Directed by Roy Andersson
“I said I’m happy to hear you’re doing well.”
Here we have a series of single shot vignettes, ranging in duration from less than a minute to around ten. In one, all that we see is a woman talking to a baby in a crib, and in another we watch a modern-ish quiet bar become overrun with an apparently woman-fearing medieval king who precedes a large army marching off into war. The modest set gives no indication of the march of hundreds of uniformed extras who will soon pass by. Later in the film we return to this same bar as a small percentage of those same uniformed soldiers stagger back from defeat.
The story is stitched together around two salesmen who are occasionally the focus of the scene or more often tangential to the action. In the bar scene, for example, the action kicks off with their entrance, attempting to sell novelty items but with no real hope of success. Then the men on horseback enter, and for the rest of the scene the salesmen hide in a corner with the other extras. We don’t hear from them until we move onto the next vignette.
Their names are Jonathan and Sam, and they are the only friend either of them has left. Jonathan and Sam live in the same sterile apartment building, they talk with the same difficulty of speech, and they share a dour outlook on their profession. One of them takes this more personally, thinking more morbid thoughts while the other grows tired of his existential despondency. After he says a few mean things and apologizes for saying those mean things, they decide to remain friends.
And that’s pretty much the story.
The vignettes, however, invite us into a fully realized world that comments on the same struggle Jonathan and Sam face. The characters here are often stoic caricatures of some kind of absurdist comic strip. The moments unfold in static shots that must be (and are) impeccably framed. They create moving portraits in which oftentimes people rarely move. Even if there is some kind of action dominating the frame, there always seems to be one or more people who remain deathly still somewhere in the image. At one point, when the behavior of a horse seemed like it risked interrupting the scene, I marveled at just how impressive a job all those unmoving extras were doing. It’s not easy to stand still for as long as they often have to here, especially as the action mounts around them.
In the scene with the soldiers marching off to war, for example, one mistake would mean a time-consuming reset, with all those extras returning to their starting point. That could even just be someone in the corner of the room sneezing at an inopportune time.
Another such vignette, and the most poignant one, takes place at a different bar in which sits an elderly man hard of hearing. The bartender and another patron discuss the man while only feet away from him, and the bartender says she thinks he’s been a regular for sixty years. We then calmly cut to 1943 and see the man in his younger days, sitting in the same bar while an unlikely musical number unfolds around him. Like with every other moment in the film it reveals itself patiently, and the man only sits there, observing the moment as if he has walked in on one of his own memories, viewing it through a window. We then cut back to the present, and the bartender and several patrons carefully help the feeble man put on his jacket before leaving. It’s simple, but because of the manner in which the film is constructed as a whole, devoid of almost any overt emotion, it is devastating.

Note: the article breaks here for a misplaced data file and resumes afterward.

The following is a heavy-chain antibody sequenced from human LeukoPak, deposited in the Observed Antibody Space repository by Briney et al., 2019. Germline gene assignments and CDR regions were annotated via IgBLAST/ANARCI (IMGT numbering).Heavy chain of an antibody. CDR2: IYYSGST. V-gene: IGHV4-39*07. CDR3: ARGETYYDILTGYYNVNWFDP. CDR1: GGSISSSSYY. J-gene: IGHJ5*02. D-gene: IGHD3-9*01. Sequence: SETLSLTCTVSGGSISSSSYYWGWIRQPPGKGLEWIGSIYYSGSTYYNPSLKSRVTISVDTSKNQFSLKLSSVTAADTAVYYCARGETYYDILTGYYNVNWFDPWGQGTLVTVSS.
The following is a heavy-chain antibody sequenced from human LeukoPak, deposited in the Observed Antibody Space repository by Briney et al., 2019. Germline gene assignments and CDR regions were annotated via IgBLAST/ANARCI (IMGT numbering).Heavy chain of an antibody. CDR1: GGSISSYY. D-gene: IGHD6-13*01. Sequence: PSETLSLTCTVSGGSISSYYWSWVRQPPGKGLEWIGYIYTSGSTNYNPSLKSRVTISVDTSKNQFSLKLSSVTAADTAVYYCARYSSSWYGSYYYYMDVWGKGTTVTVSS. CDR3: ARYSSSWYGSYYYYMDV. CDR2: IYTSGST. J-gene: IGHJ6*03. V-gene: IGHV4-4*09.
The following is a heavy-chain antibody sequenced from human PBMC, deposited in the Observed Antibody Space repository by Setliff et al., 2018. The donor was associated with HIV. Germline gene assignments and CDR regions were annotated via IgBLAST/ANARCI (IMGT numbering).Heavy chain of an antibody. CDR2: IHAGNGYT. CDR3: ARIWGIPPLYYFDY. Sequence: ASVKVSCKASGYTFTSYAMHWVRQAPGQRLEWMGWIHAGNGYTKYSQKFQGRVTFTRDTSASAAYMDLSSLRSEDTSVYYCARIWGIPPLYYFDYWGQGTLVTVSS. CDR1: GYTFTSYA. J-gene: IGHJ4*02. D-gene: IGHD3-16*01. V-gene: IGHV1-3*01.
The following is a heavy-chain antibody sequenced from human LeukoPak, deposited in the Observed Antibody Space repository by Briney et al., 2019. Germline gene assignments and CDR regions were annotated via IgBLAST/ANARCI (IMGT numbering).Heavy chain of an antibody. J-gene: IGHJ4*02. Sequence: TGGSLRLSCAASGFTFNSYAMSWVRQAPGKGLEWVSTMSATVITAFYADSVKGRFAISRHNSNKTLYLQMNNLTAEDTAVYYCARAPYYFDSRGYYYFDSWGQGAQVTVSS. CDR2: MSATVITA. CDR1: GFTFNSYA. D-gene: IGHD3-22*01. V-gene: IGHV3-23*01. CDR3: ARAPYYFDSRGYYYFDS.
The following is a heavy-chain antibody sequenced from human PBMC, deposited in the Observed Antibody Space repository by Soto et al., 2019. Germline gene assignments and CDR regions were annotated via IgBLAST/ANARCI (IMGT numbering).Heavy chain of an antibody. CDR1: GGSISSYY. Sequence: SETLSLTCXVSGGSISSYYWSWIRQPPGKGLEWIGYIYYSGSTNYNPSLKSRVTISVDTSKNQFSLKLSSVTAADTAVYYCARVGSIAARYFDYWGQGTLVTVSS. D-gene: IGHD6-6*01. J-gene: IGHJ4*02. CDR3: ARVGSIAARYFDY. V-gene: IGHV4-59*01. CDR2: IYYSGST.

This is a beautiful film that blends just the right amount of absurdist humor, darkness and optimism. It ends on a surprisingly light note, with several characters I don’t think we’ve ever seen before reflecting on the idea that ‘it’s Wednesday again already.’ It’s a mundane thought we’ve all had, marveling at what day of the week it is, and to me it signals the shared recognition that time keeps chugging along, through thick and thin.
With one notable exception, just about everything in this film goes uncommented upon. The quiet moments happen with nobody to observe them (save for the audience), and even the more outrageous moments take place with other characters who either aren’t willing or capable of commenting on them. It is as if the humans of this film are more primitive beings, unable to reflect on anything that happens before them. It is as if they have no long term memory and are instead a tangle of impulses and involuntary reflexes.
There is one scene that involves the horrific, quiet slaughter of a lineup of slaves, and it turns out to be a dream of one of the two salesmen. He then comments on it to his friend, the only moment in which one character really analyzes something we’ve already seen or bothers to even acknowledge it. He’s bothered by this dream, partially because within the dream he is complicit in the murder as he stands to the side serving champagne to a wealthy audience watching the slaughter take place.
So what a strange little existential film but an oddly reassuring one too, at least if you make it to the end.
Up Next: Triple Frontier (2019), Black Mother (2018), Tremors (1990)